In 1894, Charles Chatfield married Nellie Chamberlin, a no-nonsense Catholic girl. Nellie was stubborn and headstrong, and although exceedingly religious, she refused to consummate their marriage. In frustration, Charles took his bride to the priest who married them. Father Carr sat Nellie down and instructed her to go home and be a dutiful wife. Nine months later, my grandmother bore her first child – and over the next two decades, nine more.
Nellie started her crazy quilt in 1895, the same year she started her family. Twenty years later, with the birth of my mother, she completed both. Her fine hands stitched rivers of gold, roads of onyx, and fences of pearl, connecting her salvaged pieces of fabric. Nellie rocked in her chair, her children in bed – silently laboring over her quilt, her only time of peace and solitude. By the gas lamp she stitched zigzags of rainbows, dapples of color, and splashes of hope, creating a cover considerable enough to warm a generation of Chatfields.
As the family traveled by horse and buckboard through dust and storm, homesteading parts of Colorado, Wyoming, and Montana, the blanket, carefully folded and boxed, traveled with her. I can’t imagine living through those times – through the harsh Rocky Mountain summers and winters, praying for better weather and a good crop, having to haul water, trying to keep things clean, making one-pot meals in a black cast-iron kettle on a wood stove. Constant mouths to feed. Snow to shovel. Wood to chop. Blizzards, buckboards, rattlesnakes, tornadoes, droughts – and babies. Twenty years of birthing, nursing, rocking, changing, and bathing crying babies.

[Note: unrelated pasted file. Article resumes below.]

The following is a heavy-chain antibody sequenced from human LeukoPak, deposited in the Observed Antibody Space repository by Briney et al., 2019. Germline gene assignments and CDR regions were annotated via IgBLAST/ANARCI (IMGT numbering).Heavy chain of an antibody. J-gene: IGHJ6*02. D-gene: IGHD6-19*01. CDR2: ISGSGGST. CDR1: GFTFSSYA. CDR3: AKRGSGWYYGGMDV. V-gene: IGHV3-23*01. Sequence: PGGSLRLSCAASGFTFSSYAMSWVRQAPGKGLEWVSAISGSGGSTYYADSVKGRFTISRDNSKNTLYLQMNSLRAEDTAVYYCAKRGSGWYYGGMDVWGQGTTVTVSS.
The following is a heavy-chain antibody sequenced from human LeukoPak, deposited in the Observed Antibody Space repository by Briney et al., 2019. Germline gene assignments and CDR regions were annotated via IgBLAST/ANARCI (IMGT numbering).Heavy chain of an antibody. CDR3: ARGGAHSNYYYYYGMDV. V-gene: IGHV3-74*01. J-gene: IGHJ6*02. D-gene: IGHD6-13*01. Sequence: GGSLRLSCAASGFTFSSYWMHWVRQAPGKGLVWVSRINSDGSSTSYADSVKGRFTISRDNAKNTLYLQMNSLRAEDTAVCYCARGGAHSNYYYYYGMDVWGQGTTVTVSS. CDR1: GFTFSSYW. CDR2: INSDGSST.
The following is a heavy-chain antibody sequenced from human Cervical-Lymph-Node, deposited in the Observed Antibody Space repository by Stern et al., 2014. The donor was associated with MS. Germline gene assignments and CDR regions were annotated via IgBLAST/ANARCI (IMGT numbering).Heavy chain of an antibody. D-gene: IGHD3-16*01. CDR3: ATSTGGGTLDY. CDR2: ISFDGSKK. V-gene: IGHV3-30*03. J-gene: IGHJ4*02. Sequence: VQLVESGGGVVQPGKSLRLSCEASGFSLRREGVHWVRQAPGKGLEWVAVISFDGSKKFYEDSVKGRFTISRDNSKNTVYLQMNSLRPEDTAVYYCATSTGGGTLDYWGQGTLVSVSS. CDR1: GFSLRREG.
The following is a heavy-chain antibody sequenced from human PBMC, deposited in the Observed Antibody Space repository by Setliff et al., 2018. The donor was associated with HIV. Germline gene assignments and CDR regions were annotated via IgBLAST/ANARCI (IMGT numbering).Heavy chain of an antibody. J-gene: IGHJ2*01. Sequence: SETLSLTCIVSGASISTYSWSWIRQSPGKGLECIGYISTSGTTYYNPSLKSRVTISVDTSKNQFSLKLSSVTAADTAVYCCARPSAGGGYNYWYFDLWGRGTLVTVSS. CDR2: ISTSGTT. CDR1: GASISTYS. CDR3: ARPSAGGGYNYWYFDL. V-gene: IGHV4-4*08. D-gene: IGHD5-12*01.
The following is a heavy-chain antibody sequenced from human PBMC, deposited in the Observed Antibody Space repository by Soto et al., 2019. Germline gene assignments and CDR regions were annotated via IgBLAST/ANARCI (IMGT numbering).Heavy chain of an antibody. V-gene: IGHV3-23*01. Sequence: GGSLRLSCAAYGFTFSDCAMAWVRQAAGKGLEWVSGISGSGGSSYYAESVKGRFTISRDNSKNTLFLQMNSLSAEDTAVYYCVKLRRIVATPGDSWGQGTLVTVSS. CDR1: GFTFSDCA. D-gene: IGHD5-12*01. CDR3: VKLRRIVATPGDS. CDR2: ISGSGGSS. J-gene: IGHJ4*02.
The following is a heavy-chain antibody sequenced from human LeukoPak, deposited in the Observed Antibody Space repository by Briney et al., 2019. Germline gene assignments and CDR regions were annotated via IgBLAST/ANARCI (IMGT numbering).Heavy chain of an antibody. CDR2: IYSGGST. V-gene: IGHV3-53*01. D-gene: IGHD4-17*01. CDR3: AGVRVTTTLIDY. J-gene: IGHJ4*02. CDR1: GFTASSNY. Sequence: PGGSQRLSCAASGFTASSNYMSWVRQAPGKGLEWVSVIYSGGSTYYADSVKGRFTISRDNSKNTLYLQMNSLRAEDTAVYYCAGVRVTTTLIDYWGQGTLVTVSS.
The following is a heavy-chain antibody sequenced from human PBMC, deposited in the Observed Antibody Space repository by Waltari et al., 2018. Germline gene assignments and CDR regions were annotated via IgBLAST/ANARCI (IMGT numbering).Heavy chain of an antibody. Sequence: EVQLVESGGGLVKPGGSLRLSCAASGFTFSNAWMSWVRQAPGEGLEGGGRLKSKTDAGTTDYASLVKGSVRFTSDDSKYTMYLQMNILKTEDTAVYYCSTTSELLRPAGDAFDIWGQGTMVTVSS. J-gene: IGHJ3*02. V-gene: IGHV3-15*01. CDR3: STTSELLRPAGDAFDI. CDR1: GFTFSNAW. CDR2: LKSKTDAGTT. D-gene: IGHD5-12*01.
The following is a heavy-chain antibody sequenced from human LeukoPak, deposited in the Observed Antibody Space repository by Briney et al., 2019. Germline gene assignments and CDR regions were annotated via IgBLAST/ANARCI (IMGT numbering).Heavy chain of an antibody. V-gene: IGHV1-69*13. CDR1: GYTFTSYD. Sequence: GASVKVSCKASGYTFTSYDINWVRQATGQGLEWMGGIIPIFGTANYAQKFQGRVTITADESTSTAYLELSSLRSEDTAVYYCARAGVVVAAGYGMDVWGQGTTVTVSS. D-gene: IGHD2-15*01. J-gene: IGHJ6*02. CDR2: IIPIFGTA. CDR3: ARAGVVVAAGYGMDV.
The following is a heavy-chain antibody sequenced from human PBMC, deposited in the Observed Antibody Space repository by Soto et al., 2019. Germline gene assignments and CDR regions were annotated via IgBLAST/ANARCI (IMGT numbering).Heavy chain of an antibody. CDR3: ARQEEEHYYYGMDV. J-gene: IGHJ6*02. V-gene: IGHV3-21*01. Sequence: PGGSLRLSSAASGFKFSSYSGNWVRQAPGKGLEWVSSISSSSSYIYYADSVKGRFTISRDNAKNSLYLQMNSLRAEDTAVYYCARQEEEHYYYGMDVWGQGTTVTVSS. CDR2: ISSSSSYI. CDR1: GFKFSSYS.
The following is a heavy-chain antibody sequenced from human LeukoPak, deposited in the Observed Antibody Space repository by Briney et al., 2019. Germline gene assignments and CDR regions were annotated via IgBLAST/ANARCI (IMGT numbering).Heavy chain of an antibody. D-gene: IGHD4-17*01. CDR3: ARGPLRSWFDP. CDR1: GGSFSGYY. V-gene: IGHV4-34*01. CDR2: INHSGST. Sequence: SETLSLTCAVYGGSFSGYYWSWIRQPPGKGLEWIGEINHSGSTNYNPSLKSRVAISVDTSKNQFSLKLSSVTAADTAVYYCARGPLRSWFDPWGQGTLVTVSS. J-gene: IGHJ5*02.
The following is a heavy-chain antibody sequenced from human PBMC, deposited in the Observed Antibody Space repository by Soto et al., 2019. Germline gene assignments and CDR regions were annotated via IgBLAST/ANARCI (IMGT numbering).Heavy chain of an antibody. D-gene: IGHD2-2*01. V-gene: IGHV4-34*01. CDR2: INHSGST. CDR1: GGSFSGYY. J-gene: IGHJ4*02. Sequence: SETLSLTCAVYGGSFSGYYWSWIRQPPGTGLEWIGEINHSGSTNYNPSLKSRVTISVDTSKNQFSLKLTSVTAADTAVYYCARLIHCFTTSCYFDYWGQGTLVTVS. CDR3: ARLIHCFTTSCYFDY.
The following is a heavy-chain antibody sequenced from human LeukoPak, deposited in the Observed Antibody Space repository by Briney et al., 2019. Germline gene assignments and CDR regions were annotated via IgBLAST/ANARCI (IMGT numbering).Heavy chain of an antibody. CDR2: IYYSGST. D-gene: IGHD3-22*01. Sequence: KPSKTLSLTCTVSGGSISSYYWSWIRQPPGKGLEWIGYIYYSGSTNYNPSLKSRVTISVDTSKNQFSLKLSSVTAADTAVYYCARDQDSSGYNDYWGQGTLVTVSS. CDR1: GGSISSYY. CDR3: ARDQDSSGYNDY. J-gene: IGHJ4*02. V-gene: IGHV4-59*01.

Although Nellie wouldn’t have taken a million bucks for any one of her children, she wouldn’t have paid a nickel for another. Maybe my grandmother’s crazy quilt kept her sane.
In 1913, news came from California about golden opportunities: the weather was mild, land was cheap, and rice was the big new crop. Nellie persuaded Charles to sell their holdings and join the relatives out west. Charles rode into town to prepare for the move. Four days later, Nellie sent a ranch hand to look for him; he found Charles not only drunk, but he’d gambled away everything.
Nellie sold the wagon and horses, and with tickets in hand and nine children in tow, she boarded the train at Sanders, leaving Charles behind. Charlie, the oldest at 17, carried his pocket diary. Leo, two years younger, carried his case knife. Howard, a scrappy 14-year-old, carried a chip on his shoulder. Roy, not quite 11, stayed close to Nellie; he carried the food baskets and what was needed for the little ones. Her first girl, Nella May, a wisp of a child not yet 10 – had her hands full hanging on to Verda who was four, and tow-headed Arden who was two-and-a-half. Gordon, seven, carried his mother’s hatbox. Tiny three-month-old Ina was in Nellie’s arms.
Charles arrived in California three days behind his family, head bowed, hat in hand. Nellie may have taken her wayward husband back, but she refused to forgive him. She also refused to share her bed, although she must have once – their tenth child, my mother, was born two years later. They named her Noreen, but everyone called her Babe.
Catherine Sevenau is a local writer, humorist, and storyteller. She is currently working on her history and genealogy, which, along with her third book, Through Any Given Door, a Family Memoir, is available as a web series at Sevenau.com. A longtime Realtor and Owner/Broker at CENTURY 21 Wine Country. [email protected]